With Fender USA back on its feet in 1987 after a couple of years of very low activity, the company’s revamped and rejuvenated offerings were not going to be limited to guitars. The launch of a new USA-made valve/tube amp range, based on older designs but quite drastically updated for the late ‘80s guitarist, would set tongues wagging within the industry, and quickly grab the interest of potential customers. The first of these new USA tube amp models was the Fender Champ 12 – a very small, practice-sized amplifier, which seemed well specified, and on paper, fit for a lot more than just bedroom use.
Retailing at £282 in black, or at £299 in snakeskin, red, grey or white, the Champ 12 was an American made valve amp offering features such as built in reverb, and an overdrive/distortion channel. It was small, but it was obviously well built, and hard to resist as a concept. Initially, the standard black Champ 12 appeared with black knobs, and was indeed depicted in early Fender ads in that guise. But this was soon updated to the more impactive, love-it-or-loathe-it look of red knobs, which would define the range for the rest of the decade and into the next.
In clean mode, the Champ 12 performed very well as a practice amp, or in recording situations, accompanied by effects. It did need a bit of help in the bass department (an EQ pedal was a great companion), but it didn’t sound as small as it actually was. I thought it had a nice tone, which, when tweaked a little with an outboard equalizer, made for a great playing experience at lowish volumes.
The Overdrive mode (activated via an included footswitch) wasn’t such a positive story. The overdrive itself didn’t seem bad. It was pretty smooth and in no way gravelly like a fuzz box. It was also variable, allowing good levels of saturation and sustain. However, the voicing Fender had selected for the drive was very poor indeed. The frequency range was, according to Fender, shifted in relation to the clean mode, and tailored for screaming leads. But it sounded like they’d taken all the frequencies you actually wanted, and removed them, whilst keeping the boxy, ‘telephonic’ frequencies that would make the amp sound cheap. You could liken the tone to something a phase shifter might produce if it was jammed on one step of its cycle.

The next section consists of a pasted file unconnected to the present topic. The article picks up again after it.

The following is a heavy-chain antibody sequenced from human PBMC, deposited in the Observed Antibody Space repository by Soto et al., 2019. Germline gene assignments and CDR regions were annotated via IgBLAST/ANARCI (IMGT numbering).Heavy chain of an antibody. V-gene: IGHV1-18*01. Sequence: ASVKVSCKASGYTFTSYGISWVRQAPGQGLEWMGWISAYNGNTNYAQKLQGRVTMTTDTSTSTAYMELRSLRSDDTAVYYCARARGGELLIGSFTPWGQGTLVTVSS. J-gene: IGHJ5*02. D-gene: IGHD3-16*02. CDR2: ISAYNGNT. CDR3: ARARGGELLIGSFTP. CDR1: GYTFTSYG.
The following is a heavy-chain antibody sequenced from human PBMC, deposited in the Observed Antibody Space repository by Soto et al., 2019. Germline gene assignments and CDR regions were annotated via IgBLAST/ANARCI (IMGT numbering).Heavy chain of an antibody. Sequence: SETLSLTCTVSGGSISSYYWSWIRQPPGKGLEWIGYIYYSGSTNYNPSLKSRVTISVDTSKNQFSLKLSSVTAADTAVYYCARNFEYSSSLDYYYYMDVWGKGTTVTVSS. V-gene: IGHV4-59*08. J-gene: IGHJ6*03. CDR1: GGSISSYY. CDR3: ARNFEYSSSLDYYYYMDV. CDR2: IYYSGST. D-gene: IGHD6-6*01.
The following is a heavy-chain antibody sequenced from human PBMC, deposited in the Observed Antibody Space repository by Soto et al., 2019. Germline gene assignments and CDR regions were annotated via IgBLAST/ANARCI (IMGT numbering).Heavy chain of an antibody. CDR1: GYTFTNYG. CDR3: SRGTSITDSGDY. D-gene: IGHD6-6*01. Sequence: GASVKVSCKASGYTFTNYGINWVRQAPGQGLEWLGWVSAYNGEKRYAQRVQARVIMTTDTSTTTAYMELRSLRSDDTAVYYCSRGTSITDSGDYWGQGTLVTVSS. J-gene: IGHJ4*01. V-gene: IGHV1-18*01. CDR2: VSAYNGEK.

You could fatten the tone by pulling out the Treble control to activate the Mid Boost. That definitely helped, but there was still no proper depth or definition to the overdrive. You wondered why they didn’t just leave the frequencies in their natural state. The speaker in a guitar amp filters the overdrive frequencies anyway – why try to mess with them further when the system had been proven to work perfectly well without? Plus, of course, the Champ was a small amp, and that in itself gives overdrive a tendency towards boxiness. Taking something slightly boxy and making it even more boxy just seemed mad. Mind you, this was the 1980s, and when you listen back to some of the records in the charts around that time, maybe people did want overdrive that sounded like it had been recorded through a drainpipe afterall?
The Reverb was pretty dismal too. I can’t say I’ve ever been a great fan of guitar amp reverb, but I can deal with the ‘verb on something like a Vibroverb, with its smooth and warm halo. The Champ 12’s ‘verb was, in comparison, much cheaper sounding and more ‘tunnelled’, if that makes sense. I don’t think small amps are a good platform for reverb, because the spaciousness the effect is designed to create is stifled by the limitations in the frequency spectrum. Best just to leave an amplifier like this dry I think, and add reverb from the desk if you're recording.